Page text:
A court document expected to be filed today, February 21, seeks to add several Denver residents to a lawsuit against the city, challenging its plans to convert City Park Golf Course into a "detention area" for stormwater runoff — and among the aspiring plaintiffs is Denver City Council maverick Rafael Espinoza, who's raised several questions about the city's $300 million drainage project since taking office eighteen months ago.
City engineers say the Platte to Park Hill Stormwater Systems
program is needed to protect northeast Denver neighborhoods from flooding during a hundred-year storm event. But neighborhood groups in the affected areas have objected to several components of the project, including regrading the western third of the golf course to provide stormwater detention. Although the area would only be submerged in the event of a 100-year flood, the renovation will close the golf course for more than a year and require bulldozing hundreds of trees. Other controversial pieces of the plan include a fifteen-block open channel to be dug through the Cole neighborhood and an outfall to the South Platte that winds through a Superfund site.
One central argument against the project has been that residents are being required to shoulder a stiff fee hike — about $116 over the next five years for the average household — for work that primarily provides flood protection for the below-grade I-70 expansion
, the planned renovation of the National Western Center and other new developments along RTD's new rail line to the airport.
If the proposed detention pond is built on the City Park Golf Course, planners say, neighborhoods downstream will benefit — but the primary flood protection will be in the industrial area along I-70, north of the open channel on 39th Avenue.
The lawsuit over the golf course contends that the city is attempting to convert parkland for non-park uses. "Absent a popular vote, amendment of the Denver City Charter, or a change in applicable law governing designated parkland, it is unlawful," attorney Aaron Goldhamer, who brought the suit on behalf of former Colorado attorney general J.D. MacFarlane last year, said in a prepared statement. The city attorney's office has argued that other park areas have been used for stormwater detention, including City Park's own Ferril Lake.
Espinoza was one of three councilmembers who voted against the stormwater fee hike to fund Platte to Park Hill a few months ago; he was sharply critical of the previous lame-duck council's rush to approve an intergovernmental agreement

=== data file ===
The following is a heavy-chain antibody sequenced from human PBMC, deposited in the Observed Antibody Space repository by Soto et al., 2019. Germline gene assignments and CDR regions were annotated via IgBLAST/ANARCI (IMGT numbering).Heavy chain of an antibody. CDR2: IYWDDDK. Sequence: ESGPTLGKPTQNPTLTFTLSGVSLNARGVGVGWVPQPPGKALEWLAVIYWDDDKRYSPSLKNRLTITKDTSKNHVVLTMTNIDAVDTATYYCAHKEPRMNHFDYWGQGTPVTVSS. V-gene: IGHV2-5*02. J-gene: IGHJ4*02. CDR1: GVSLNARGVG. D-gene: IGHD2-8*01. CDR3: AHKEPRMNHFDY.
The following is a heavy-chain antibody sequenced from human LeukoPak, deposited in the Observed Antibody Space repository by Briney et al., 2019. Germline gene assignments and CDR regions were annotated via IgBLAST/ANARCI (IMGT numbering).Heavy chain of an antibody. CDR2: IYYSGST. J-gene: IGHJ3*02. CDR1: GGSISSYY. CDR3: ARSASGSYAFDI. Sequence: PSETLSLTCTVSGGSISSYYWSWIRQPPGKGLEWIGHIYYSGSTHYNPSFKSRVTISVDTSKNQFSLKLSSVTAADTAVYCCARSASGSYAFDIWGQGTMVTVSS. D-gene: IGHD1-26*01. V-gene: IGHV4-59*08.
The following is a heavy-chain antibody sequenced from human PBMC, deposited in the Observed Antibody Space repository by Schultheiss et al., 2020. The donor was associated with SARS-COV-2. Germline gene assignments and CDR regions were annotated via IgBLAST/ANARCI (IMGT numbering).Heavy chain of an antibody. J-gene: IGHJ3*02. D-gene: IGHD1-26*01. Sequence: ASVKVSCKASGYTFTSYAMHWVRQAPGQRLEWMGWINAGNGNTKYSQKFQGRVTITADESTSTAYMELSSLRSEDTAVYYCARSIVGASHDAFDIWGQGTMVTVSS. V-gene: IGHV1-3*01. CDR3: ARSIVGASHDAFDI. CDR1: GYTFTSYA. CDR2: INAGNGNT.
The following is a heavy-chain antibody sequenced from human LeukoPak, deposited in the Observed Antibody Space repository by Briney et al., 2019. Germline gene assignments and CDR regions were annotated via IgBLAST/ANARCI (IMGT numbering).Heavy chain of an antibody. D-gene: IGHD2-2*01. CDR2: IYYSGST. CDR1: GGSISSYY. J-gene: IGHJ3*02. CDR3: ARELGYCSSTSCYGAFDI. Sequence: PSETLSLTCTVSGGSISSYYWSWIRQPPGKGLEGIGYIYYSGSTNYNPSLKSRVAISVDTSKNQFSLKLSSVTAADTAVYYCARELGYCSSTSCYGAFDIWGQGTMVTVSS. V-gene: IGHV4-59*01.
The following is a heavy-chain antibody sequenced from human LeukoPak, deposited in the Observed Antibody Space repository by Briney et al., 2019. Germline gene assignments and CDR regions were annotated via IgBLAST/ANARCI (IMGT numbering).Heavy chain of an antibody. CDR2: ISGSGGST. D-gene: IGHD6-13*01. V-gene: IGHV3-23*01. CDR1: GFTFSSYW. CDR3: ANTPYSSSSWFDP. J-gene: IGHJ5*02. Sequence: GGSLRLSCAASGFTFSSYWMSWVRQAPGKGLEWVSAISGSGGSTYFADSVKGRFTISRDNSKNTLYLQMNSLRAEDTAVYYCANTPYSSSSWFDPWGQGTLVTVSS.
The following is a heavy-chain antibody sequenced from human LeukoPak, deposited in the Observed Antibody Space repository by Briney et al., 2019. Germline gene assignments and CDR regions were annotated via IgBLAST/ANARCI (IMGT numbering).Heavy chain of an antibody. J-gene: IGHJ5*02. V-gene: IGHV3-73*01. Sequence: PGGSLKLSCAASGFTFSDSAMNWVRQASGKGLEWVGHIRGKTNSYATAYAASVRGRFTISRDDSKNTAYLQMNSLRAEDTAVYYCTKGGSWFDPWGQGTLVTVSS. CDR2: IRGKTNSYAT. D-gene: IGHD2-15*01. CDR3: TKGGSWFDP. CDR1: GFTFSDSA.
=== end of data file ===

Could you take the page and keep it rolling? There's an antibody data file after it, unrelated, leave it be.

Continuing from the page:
with the Colorado Department of Transportation to help pay for the project, which occurred weeks before he took office. And he has taken issue with city staffers' assertions that the project is needed to address city flood-control issues, regardless of whether the highway expansion takes place or not.
"If the city is claiming that the flooding of City Park Golf Course has nothing to do with the Central 70 project, that is a direct contradiction of what council was told when the city sought approval for the fee hike," Espinoza says. "This project misappropriates the use of the public good to focus on a floodplain that directly eases the development of the I-70 ditch at the expense of a more comprehensive citywide solution."
Espinoza realizes there might be some blowback from a sitting councilmember joining a lawsuit against the city, but he doesn't expect it to affect his constituents. "There is a concern that [Mayor Michael Hancock] could direct his staff to drag their feet on matters of concern in District One," he acknowledges. "But I think he is bigger than that. I don't think it would happen. My position won't surprise anybody with Public Works. I was clear at those [stormwater fee increase] hearings about my concerns."
At a contentious recent public meeting about the I-70 expansion
, which is also facing a number of challenges from "Ditch the Ditch" groups comprising nearby residents and environmental activists, CDOT executive director Shailen Bhatt affirmed the agency's intention to move ahead with the $1.2 billion project unless stopped by a court order.